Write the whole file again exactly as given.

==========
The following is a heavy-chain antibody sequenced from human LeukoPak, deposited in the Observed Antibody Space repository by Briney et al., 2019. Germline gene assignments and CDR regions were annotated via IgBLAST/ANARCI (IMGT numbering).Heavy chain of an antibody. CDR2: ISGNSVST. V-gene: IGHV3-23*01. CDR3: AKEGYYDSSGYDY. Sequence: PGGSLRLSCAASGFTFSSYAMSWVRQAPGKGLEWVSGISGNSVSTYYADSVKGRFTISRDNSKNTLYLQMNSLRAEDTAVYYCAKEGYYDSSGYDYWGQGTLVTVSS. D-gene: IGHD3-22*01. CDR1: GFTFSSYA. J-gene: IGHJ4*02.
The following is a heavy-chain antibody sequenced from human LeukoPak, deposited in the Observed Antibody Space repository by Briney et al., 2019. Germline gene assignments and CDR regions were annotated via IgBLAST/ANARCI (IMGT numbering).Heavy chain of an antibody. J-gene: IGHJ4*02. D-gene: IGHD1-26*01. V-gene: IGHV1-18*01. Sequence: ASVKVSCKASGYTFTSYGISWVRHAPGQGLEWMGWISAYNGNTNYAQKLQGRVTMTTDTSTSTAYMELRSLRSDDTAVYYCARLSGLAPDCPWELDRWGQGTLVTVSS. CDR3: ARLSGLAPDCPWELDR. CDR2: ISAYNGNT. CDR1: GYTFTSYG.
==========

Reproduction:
The following is a heavy-chain antibody sequenced from human LeukoPak, deposited in the Observed Antibody Space repository by Briney et al., 2019. Germline gene assignments and CDR regions were annotated via IgBLAST/ANARCI (IMGT numbering).Heavy chain of an antibody. CDR2: ISGNSVST. V-gene: IGHV3-23*01. CDR3: AKEGYYDSSGYDY. Sequence: PGGSLRLSCAASGFTFSSYAMSWVRQAPGKGLEWVSGISGNSVSTYYADSVKGRFTISRDNSKNTLYLQMNSLRAEDTAVYYCAKEGYYDSSGYDYWGQGTLVTVSS. D-gene: IGHD3-22*01. CDR1: GFTFSSYA. J-gene: IGHJ4*02.
The following is a heavy-chain antibody sequenced from human LeukoPak, deposited in the Observed Antibody Space repository by Briney et al., 2019. Germline gene assignments and CDR regions were annotated via IgBLAST/ANARCI (IMGT numbering).Heavy chain of an antibody. J-gene: IGHJ4*02. D-gene: IGHD1-26*01. V-gene: IGHV1-18*01. Sequence: ASVKVSCKASGYTFTSYGISWVRHAPGQGLEWMGWISAYNGNTNYAQKLQGRVTMTTDTSTSTAYMELRSLRSDDTAVYYCARLSGLAPDCPWELDRWGQGTLVTVSS. CDR3: ARLSGLAPDCPWELDR. CDR2: ISAYNGNT. CDR1: GYTFTSYG.